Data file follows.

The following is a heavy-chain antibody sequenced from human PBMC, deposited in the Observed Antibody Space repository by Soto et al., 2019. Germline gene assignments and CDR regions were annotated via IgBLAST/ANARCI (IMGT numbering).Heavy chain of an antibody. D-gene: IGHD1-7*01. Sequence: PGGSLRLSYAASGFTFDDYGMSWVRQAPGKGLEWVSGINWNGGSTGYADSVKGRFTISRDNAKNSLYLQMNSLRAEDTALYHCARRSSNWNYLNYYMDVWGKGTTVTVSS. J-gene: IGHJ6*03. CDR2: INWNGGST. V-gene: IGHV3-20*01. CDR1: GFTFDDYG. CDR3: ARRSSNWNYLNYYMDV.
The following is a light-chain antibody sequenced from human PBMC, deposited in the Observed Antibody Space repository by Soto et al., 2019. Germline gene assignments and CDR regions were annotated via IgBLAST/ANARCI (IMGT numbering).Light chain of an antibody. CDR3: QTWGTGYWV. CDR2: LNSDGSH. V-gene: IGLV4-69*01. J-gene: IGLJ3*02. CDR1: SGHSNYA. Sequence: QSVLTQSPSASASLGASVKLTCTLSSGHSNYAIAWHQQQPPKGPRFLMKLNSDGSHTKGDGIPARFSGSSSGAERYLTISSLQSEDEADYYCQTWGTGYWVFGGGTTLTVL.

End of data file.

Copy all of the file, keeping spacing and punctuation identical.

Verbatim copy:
The following is a heavy-chain antibody sequenced from human PBMC, deposited in the Observed Antibody Space repository by Soto et al., 2019. Germline gene assignments and CDR regions were annotated via IgBLAST/ANARCI (IMGT numbering).Heavy chain of an antibody. D-gene: IGHD1-7*01. Sequence: PGGSLRLSYAASGFTFDDYGMSWVRQAPGKGLEWVSGINWNGGSTGYADSVKGRFTISRDNAKNSLYLQMNSLRAEDTALYHCARRSSNWNYLNYYMDVWGKGTTVTVSS. J-gene: IGHJ6*03. CDR2: INWNGGST. V-gene: IGHV3-20*01. CDR1: GFTFDDYG. CDR3: ARRSSNWNYLNYYMDV.
The following is a light-chain antibody sequenced from human PBMC, deposited in the Observed Antibody Space repository by Soto et al., 2019. Germline gene assignments and CDR regions were annotated via IgBLAST/ANARCI (IMGT numbering).Light chain of an antibody. CDR3: QTWGTGYWV. CDR2: LNSDGSH. V-gene: IGLV4-69*01. J-gene: IGLJ3*02. CDR1: SGHSNYA. Sequence: QSVLTQSPSASASLGASVKLTCTLSSGHSNYAIAWHQQQPPKGPRFLMKLNSDGSHTKGDGIPARFSGSSSGAERYLTISSLQSEDEADYYCQTWGTGYWVFGGGTTLTVL.